And here is part II of my overview of the 2019 Hugo Award and 1944 Retro Hugo Award finalists, this time with the 2019 Hugo Award finalists. Part I with my take on the 1944 Retro Hugo finalists is here.
If you want to check out the 2019 Hugo Award finalists and don’t want to wait for the voter packet (or are not a WorldCon 77 member), JJ has compiled a list where to find them for free online at File 770.
Now I was largely happy with the 1944 Retro Hugo finalists. A lot of great works recognised, only one lackluster category and one finalist I flat out hate. My feelings on the 2019 Hugo Award finalists are a lot more mixed. There is a lot here I like and also a lot I don’t particularly care for.
So let’s take a look at the individual categories:
None of the six finalists in this category is really a surprise, since all six novels got a lot of positive buzz. We also have four unambiguous science fiction novels and two fantasy novels, which should relieve those who are worried that the Hugos are tilting too far towards fantasy. Revenant Gun by Yoon Ha Lee and Record of a Spaceborn Few by Becky Chambers are both sequels (loosely in the case of Becky Chambers) to previous finalists in this category. They’re also both excellent novels and were also on my ballot. Trail of Lightning is the debut novel of last year’s Campbell Award as well as Hugo Award for Best Short Story winner Rebecca Roanhorse. It’s a great post-apocalyptic/urban fantasy novel that does new things with two somewhat stale subgenres. It was also on my ballot. Space Opera by Catherynne M. Valente is a book I haven’t read. The premise of an intergalactic song contest sounds great, but Catherynne Valente’s work is hit and miss for me. I also haven’t read the alternate history novel The Calculating Stars by Mary Robinette Kowal, even though it got a lot of buzz. But then I didn’t much care for “The Lady Astronaut of Mars”, the novelette from which this series grew. Besides, it irks me that the alternate history of The Calculating Stars has removed the contributions of German scientists to the US space program, cause no one likes to be erased. I guess I just like Mary Robinette Kowal’s alternate regency with magic books better. Spinning Silver by Naomi Novik is another book I haven’t read. Partly, because – as I’ve said repeatedly in these pages – I don’t like the current wave of fairytale retellings and wish that trend would die already, and partly because I didn’t much care for Uprooted, to which this book is a loose sequel. And from what I’ve heard, many of the problems I’ve had with Uprooted regarding the gender relationships also crop up in Spinning Silver. Again, I just like Naomi Novik’s regency with dragons books better.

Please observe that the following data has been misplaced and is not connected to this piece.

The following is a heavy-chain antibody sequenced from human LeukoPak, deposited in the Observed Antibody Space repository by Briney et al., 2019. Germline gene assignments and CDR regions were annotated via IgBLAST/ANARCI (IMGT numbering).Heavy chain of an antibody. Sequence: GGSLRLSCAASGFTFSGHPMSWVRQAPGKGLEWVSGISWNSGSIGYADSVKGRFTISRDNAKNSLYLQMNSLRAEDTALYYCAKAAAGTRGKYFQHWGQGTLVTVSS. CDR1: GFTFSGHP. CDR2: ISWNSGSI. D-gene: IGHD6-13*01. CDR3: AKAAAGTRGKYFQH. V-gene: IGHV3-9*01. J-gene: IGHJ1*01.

Diversity count: 5 women, 1 man, 2 writers of colour, at least 2 LGBT writers